41. Ambedkar: The Fight for Justice, by Srividya Natarajan & S. Anand (Authors), Durgabai Vyam & Subhash Vyam (Illustrators), John Berger (Foreword)
In this beautifully-illustrated graphic novel, the story of Bhimrao Ambedkar is told of his facing caste discrimination in the late 1800s and early 1900s, studying law overseas in New York and London, and ultimately being an independence leader and the crafter of India’s first Constitution in 1950.
42. Step up to the Plate Maria Singh, by Uma Krishnaswami
This story is of a young girl from a Punjabi-Mexican family and set in 1945. Restrictive immigration laws in the early- to mid-1900s only allowed immigrant male workers to migrate from Punjab, resulting in marriages between Punjabi men and Mexican women in agricultural communities in California. The story is about how Maria longs to be on a softball team and the challenges facing her family.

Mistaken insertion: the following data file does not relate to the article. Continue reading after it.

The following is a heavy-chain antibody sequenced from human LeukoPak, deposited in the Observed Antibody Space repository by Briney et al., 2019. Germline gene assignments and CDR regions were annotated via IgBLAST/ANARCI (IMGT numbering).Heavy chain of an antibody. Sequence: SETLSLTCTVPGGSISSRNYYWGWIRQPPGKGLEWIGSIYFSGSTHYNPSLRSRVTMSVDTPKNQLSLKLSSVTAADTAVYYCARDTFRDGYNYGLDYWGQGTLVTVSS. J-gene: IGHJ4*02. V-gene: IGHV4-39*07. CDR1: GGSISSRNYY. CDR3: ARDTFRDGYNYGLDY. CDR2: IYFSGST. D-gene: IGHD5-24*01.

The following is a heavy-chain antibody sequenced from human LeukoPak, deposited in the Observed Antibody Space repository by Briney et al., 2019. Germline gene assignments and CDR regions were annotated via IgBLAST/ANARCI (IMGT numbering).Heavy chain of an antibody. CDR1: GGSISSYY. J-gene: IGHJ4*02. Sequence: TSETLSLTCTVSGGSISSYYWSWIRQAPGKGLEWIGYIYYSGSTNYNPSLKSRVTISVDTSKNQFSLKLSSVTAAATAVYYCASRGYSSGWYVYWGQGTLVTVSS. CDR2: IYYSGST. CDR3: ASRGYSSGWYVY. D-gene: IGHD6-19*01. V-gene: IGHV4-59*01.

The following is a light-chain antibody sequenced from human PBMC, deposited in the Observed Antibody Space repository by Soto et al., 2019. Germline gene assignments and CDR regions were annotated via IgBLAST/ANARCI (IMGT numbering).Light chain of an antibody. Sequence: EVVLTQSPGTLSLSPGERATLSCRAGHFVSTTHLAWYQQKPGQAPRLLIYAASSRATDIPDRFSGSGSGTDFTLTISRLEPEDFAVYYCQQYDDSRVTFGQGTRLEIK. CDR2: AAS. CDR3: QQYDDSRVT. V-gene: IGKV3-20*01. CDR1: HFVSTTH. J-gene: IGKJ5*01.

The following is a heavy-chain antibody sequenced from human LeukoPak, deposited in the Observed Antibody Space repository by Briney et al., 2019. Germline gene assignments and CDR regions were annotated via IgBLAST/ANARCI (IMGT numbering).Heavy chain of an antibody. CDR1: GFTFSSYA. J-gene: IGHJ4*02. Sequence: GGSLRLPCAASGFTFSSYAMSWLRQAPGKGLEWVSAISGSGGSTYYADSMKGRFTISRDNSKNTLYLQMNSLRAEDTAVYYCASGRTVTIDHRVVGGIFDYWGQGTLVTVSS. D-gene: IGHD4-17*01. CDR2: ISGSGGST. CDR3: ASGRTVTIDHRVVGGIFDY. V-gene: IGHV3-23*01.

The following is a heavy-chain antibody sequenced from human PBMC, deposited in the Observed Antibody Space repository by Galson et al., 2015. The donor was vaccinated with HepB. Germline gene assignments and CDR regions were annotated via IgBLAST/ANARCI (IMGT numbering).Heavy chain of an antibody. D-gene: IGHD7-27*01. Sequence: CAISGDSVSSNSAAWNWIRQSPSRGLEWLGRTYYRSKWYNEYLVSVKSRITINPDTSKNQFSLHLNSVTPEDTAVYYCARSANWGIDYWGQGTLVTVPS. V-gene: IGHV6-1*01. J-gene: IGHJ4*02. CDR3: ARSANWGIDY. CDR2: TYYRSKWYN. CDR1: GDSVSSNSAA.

43. Rickshaw Girl, by Mitali Perkins (Author), Jamie Hogan (Illustrator)
This story set in Bangladesh and is about a 10-year old girl, Naima, who wants to help earn money for her family despite gender norms that discourage it.
44. The Night Diary, by Veena Hiranandani
This book is probably better for slightly older (12+) given themes of death and violence related to a girl’s story of enduring the Partition of India and Pakistan in 1947. Through letters to her deceased mother, we learn about what her and her family go through to find a new home.
45. I See the Promised Land: A Life of Martin Luther King Jr., by Arthur Flowers (Author), Manu Chitrakar (Illustrator)
This book is not about South Asian history or culture per se, but tells the story of the life of African-American civil rights leader Martin Luther King, Jr. (and his influences from Gandhian philosophy) in a graphic novel by Indian artist Manu Chitrakar. This beautiful book presents a story known to many young people in the U.S. in a Patua art style from eastern India and Bangladesh.